Eight Ecoss students, faculty, and staff traveled to Detroit, MI in May 2018 to present their research at the Annual Meeting of the Society for Freshwater Science. Undergraduate researcher Zasha Welsh presented a poster, as did graduate students Courtney Roush, Meghan Schrik, Jack Torresdal, and Adam Siders. Ben Koch, Victor Leshyk, and Jane Marks also delivered oral presentations. Victor and Ben also designed the slick new logo of the Society of Freshwater Science. Check it out here!
A mini-symposium and short training course on 'New Advances in Land Carbon Cycle Modeling' was held May 20-26, 2018 at Northern Arizona University in Flagstaff, USA. The mini-symposium and short training course were organized by ECOSS professor Yiqi Luo and Research Associate Lifen Jiang and focused on new theory on land carbon storage dynamics; matrix representations of land carbon, nitrogen, and phosphorus cycles; a unified diagnostic system for full understanding of uncertainty sources; carbon cycle data assimilation system for both flux- and pool-based data; and semi-analytic spin-up for computational efficiency. The mini-symposium attracted 80 participants from all over the world. The trainees not only learned simplicity in coding, diagnostic capability, and computational efficiency for carbon cycle models, but also enjoyed one-day hiking in the Grand Canyon and networking among the attendees.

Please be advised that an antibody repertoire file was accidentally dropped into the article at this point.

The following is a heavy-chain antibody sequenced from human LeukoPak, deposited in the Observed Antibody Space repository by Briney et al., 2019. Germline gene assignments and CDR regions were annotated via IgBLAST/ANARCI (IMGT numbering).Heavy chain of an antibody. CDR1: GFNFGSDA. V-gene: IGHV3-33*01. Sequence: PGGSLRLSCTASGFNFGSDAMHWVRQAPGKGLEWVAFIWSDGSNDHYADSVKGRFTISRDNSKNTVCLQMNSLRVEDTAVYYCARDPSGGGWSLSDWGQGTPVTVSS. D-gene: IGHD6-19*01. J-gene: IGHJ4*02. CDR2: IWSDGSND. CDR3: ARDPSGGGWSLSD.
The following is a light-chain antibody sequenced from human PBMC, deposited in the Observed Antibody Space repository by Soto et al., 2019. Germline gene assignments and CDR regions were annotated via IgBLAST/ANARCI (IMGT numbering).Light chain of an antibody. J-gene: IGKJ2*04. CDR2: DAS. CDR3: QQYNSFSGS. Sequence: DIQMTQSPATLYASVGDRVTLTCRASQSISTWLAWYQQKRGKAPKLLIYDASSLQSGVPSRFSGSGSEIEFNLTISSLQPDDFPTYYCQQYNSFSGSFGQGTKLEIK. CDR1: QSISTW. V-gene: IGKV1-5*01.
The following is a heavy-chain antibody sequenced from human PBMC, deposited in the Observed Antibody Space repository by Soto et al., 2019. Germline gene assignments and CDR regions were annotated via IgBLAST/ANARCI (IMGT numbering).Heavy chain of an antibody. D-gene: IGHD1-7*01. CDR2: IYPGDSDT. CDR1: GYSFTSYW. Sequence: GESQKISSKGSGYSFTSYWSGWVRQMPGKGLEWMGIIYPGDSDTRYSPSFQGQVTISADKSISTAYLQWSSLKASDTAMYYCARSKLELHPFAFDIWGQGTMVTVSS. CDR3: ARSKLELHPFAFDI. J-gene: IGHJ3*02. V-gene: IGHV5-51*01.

The boreal forest is home to one-third of the Earth’s forest cover and stores 40 percent of the planet’s terrestrial carbon. North America’s boreal forest alone, which spans the northern portion of the continent from Alaska all the way to Newfoundland, covers an astounding 1.5 billion acres—more than 2.3 million square miles. A recent study completed by a team of Northern Arizona University scientists and published in Global Change Biology was designed to help solve this problem. The first author of the paper was post-doctoral researcher Xanthe Walker of NAU’s Center for Ecosystem Science and Society (Ecoss). The research study included the paper’s senior author, Michelle Mack from Ecoss, and co-authors Ted Schuur from Ecoss and Scott Goetz from NAU’s School of Informatics, Computing and Cyber Systems (SICCS), along with collaborators from the Woods Hole Research Center in Massachusetts and...
After the rapid-fire madness of 15 back-to-back two-minute presentations, the audience flocked to Victor Leshyk's screen. The topic was science-art integration, and in two minutes Victor had explained his vision about the role for the didactic in the intersection of art and passion. In the discussion session he presented his works showing a range of visual metaphor. This is not elitist art - all are welcome. It's art for learning, art for science literacy, and art for science and society.
NAU’s Permafrost Carbon Network study links climate policy to reduced effects of emissions from thawing soil
Findings of a new study organized by the Permafrost Carbon Network suggest that putting more effective greenhouse gas controls in place for the rest of this century could help mitigate the effects of climate change on the release of carbon from thawing soils of the northern permafrost region. Brooks Range, Alaska (photo credit Christina Schaedel) Ecoss' Research professors Ted Schuur and Christina Schädel are leading the Permafrost Carbon Network and are co-authors of a new publication in the Proceedings of the National Academy of Sciences. Read the publication here Read the NAU news article here